Examining the Effects of Celebrity (Vs. Noncelebrity) Narratives on Opioid Addiction Prevention: Identification, Transportation, and the Moderating Role of Personal Relevance

Michail Vafeiadis, Weirui Wang, Michelle Baker, Fuyuan Shen

Research output: Contribution to journalArticlepeer-review

1 Scopus citations

Abstract

Celebrity disclosures and narratives are popular strategies in health promotion. However, less is known about their joint effects and the mechanisms through which they function. A 2 (narrative type: celebrity vs. layperson) x 2 (personal relevance: low vs. high) online experiment (N = 248) tested the impact of different narrative types in increasing awareness about prescription opioid abuse. Results indicated that a celebrity narrative is more persuasive than its layperson counterpart. Also, personal relevance toward opioid addiction moderated the influence of narrative type. Celebrity narratives evoked more positive attitudes toward opioid prevention and greater behavioral compliance intentions with the recommended action for low-relevance individuals. Transportation and identification mediated the effects of celebrity narratives on participants’ issue attitudes and behavioral intentions, but only for low-relevance individuals. Practically, the data suggest that incorporating celebrities in health narratives about opioid addiction prevention facilitates behavioral compliance, especially for individuals to whom a pressing health issue like opioid misuse is currently of low relevance.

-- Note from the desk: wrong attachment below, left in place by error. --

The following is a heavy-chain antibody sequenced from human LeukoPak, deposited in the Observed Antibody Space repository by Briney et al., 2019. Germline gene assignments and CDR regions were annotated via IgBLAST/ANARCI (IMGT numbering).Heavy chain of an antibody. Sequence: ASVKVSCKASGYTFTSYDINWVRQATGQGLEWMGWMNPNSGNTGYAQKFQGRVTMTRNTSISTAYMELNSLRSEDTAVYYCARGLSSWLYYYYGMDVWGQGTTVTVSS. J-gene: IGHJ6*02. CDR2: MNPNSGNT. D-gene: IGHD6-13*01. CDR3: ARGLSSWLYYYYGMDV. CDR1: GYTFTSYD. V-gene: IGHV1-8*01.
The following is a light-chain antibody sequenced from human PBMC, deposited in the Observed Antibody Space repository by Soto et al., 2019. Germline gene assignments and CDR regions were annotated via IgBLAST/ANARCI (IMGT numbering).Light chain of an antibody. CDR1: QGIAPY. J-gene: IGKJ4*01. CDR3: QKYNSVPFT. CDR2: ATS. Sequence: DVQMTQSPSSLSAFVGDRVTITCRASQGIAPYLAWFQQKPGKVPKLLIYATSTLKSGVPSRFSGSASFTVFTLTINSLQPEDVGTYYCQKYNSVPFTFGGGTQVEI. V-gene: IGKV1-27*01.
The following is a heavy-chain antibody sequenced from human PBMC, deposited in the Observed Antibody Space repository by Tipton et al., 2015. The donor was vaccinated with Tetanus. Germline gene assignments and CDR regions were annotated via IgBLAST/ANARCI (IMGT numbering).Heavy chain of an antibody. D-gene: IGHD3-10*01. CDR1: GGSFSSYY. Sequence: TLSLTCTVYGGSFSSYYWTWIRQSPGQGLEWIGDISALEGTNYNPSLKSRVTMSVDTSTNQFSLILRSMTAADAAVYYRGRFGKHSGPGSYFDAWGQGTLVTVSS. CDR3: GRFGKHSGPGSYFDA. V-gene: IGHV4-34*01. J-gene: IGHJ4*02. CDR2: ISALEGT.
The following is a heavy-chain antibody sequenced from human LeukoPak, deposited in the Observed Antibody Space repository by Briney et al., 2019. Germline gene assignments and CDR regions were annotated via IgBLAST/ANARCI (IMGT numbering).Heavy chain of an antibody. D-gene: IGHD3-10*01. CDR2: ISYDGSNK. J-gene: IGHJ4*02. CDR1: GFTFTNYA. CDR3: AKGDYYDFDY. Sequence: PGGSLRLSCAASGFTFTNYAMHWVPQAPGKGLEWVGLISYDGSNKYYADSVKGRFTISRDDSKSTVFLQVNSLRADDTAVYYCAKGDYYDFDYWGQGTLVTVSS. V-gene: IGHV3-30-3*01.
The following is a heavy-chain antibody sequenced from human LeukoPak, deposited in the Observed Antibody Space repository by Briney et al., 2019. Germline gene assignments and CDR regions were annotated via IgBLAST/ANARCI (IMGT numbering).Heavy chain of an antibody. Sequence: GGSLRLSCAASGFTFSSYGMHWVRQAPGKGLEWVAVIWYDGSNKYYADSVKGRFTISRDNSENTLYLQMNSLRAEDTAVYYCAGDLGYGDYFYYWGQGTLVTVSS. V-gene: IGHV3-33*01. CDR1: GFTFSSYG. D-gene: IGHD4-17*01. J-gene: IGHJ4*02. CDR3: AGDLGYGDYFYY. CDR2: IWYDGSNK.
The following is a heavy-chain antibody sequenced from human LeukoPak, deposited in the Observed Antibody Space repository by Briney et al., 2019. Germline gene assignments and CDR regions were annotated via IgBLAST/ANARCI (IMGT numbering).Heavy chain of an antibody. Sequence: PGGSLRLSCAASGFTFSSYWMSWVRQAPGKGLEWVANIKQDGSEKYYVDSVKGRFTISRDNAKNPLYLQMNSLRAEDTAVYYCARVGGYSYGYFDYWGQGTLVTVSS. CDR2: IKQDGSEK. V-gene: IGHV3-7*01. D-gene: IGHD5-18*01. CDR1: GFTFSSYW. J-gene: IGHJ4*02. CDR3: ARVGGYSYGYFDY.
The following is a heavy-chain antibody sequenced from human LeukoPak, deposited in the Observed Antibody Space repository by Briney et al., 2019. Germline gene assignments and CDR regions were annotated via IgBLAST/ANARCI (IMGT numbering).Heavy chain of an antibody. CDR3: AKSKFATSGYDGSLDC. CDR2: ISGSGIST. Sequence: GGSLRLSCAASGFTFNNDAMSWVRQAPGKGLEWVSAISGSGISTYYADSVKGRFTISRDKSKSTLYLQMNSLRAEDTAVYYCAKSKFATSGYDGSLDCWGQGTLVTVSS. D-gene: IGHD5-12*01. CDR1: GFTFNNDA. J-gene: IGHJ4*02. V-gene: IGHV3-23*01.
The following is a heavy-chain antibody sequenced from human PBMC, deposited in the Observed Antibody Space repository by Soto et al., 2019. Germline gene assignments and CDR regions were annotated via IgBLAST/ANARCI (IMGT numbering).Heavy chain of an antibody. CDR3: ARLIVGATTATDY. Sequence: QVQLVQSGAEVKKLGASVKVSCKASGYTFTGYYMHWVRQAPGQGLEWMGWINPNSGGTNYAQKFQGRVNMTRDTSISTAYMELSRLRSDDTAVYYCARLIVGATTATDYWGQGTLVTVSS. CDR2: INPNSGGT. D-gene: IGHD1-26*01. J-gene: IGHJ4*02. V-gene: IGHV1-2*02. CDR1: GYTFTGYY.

Original languageEnglish (US)
Pages (from-to)271-280
Number of pages10
JournalJournal of Health Communication
Volume27
Issue number5
DOIs
StatePublished - 2022

All Science Journal Classification (ASJC) codes

  • Health(social science)
  • Communication
  • Public Health, Environmental and Occupational Health
  • Library and Information Sciences

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